In the book is included an interview with Vincent Mai, at the time the Chairman and Partner of AEA Investors. In this interview, Mai offers an insiders' perspective on the cultural changes that the financial world has undergone. With more eloquence and also more awareness than Greg Smith, Mai offers an account of an inverted world, one in which trust, reputation, and respect have been replaced by a whole new set of values.
I don’t mean that everybody was a saint and today they’re all sinners. Far from it. But there was a set of ground rules that governed the way you did business which imposed a discipline which was central to the way Wall Street worked. It was the same in all the firms. And I’ve watched with a combination of fascination and horror at the way the world has changed, turned upside down.
Mai's story of the way the world of Wall St. has been turned upside down is fascinating reading, and worth more of your time than another 10 commentaries on Greg Smith. The book with Mai's interview won't be out for a few months still, but for now you can read it here. I recommend you do so for your weekend read.
The most exciting aspect of Occupy Wall Street was seeing Americans—young and old, white and black, Jew and Muslim—coming together in public spaces to talk about matters of public importance. The most disheartening failure of Occupy Wall Street was how quickly those conversations turned to navel gazing. Instead of aiming to lead, to take on responsibility, and to honestly and courageously work to impact the public world around them, the protesters (and that is what they are, at least to date, rather than revolutionaries) satisfied themselves with talking to like-minded people about their dreams and hopes. Occupy Wall Street fizzled because the passions and happiness at making a difference gave way to the solipsistic self-pleasuring of those speaking to themselves, and those like them.
Consider, as an alternative, the villagers of Wukan, China. In September of 2011, the village government sold town land to real-estate developers. Such deals are reportedly common in China, since China repealed local agricultural taxes in 2006. To raise money to run local governments, Chinese local officials are increasingly selling farmland to developers. According to Michael Young, "the local government compensates the farmers with a minimum amount of money and then is paid 50 times more by the developer." According to Young, "60 to 70 percent of local government income comes from selling land to developers." The land sales "enrich officials" and also contribute to economic growth of China.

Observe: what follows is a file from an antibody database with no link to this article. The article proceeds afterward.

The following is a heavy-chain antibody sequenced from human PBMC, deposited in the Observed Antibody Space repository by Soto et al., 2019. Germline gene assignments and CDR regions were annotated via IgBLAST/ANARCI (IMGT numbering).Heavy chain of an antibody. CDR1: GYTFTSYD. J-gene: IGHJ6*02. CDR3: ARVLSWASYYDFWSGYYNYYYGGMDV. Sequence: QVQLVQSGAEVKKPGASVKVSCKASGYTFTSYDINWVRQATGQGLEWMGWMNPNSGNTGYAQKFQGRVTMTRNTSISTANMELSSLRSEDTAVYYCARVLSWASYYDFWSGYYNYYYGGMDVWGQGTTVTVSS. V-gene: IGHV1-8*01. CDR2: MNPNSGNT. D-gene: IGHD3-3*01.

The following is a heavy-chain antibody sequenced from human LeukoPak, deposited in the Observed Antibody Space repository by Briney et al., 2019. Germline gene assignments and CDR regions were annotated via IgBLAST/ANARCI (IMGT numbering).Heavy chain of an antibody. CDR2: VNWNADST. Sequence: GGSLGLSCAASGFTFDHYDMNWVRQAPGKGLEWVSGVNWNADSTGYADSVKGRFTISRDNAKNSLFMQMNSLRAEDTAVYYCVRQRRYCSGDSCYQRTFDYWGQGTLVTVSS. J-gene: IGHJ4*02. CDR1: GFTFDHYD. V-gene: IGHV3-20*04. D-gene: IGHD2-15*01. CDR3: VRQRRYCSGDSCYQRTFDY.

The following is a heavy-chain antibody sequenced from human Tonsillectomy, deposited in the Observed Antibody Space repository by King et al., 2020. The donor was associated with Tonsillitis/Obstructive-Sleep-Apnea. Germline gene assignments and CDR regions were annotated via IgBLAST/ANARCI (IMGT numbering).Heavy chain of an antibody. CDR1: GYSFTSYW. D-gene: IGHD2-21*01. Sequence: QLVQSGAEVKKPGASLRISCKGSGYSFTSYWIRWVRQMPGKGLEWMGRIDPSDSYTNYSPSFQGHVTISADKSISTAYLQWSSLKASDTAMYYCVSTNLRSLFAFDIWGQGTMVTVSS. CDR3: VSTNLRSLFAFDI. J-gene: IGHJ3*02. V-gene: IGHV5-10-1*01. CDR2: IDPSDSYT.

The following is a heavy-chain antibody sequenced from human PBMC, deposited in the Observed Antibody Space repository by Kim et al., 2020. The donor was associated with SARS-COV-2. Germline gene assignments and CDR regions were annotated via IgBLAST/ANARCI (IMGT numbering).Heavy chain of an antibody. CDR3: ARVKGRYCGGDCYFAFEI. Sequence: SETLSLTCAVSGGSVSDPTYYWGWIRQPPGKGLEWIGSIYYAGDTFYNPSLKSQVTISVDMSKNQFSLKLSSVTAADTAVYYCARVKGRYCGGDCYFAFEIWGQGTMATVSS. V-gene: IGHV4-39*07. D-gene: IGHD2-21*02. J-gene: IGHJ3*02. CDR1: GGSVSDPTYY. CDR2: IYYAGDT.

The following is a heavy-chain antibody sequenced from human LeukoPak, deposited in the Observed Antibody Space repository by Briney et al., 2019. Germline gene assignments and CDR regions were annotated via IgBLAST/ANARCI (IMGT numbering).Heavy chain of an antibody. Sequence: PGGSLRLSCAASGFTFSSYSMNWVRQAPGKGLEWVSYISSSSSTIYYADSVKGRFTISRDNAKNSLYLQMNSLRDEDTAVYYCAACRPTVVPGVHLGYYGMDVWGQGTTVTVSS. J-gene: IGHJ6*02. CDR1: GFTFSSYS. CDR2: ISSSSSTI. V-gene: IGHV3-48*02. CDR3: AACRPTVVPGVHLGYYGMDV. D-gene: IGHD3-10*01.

The land sales have generated huge resentment throughout China, and for a while Wukan was no different. In 2009 villages petitioned and protested the sale of 67 acres of land to a Hong Kong developer. In September of 2011, another protest erupted, but this time serious clashes only intensified the protests. Eventually new villagers were elected to the village government. One of these, Xue Jinbo, was then arrested and died in custody, amidst rumors of torture and mistreatment. The resulting uproar led to something unheard of in China: A free and democratic village election with secret ballots.
On February 11, 2012, over 6,000 of the Wukan's 8,000 residents filled out "pink ballots in rows of plywood booths that ensured their choices would remain secret, then dropped them in big steel boxes sealed with tamper-proof stickers.
Officials tallied the votes in the schoolyard as residents looked on." According to The New York Times report,
It was the first truly democratic vote here in decades, if not ever, and something of a landmark of transparency in China's opaque politics. By the time it ended, the very men who had led Wukan's struggle against an entrenched village autocracy had been chosen as its new leaders.
Even as the Times article reports on the amazing victory in Wukan and the optimism it has spawned, the narrative of the article questions whether anything will change. The corruption underlying the land sales is deep and "reaches into layers of higher governments." The new leaders of Wukan have received threats. Other similar attempts at protests in China have lately been suppressed: "this month in Zhejiang province, north of Guangdong, officials suppressed a Wukan-style land protest in Panhe by systematically rounding up protest leaders and sealing their village off from journalists." The Times quotes Russell Leigh Moses, a Beijing scholar, who argues: "Reform in China doesn't start in places like Wukan. It starts at the top and soaks downward."
I am not an expert in Chinese politics. But dismissals of the Wukan revolution—and that is what happened in Wukan—do seem to ignore the incredible and seemingly impossible victories of the people there.
So what, we must ask, has changed in China? How does the people's occupation and revolution in Wukan compare to the Occupy Wall Street movement here?
Whether or not the people of Wukan get their land back, they have tasted what Hannah Arendt calls public freedom. Like OWS, the people of Wukan experienced the joy of collective action in public. In both cases, they did not simply protest. They also created councils and general assemblies and thus built organizations in which people could act together in public. But there is where the similarities end.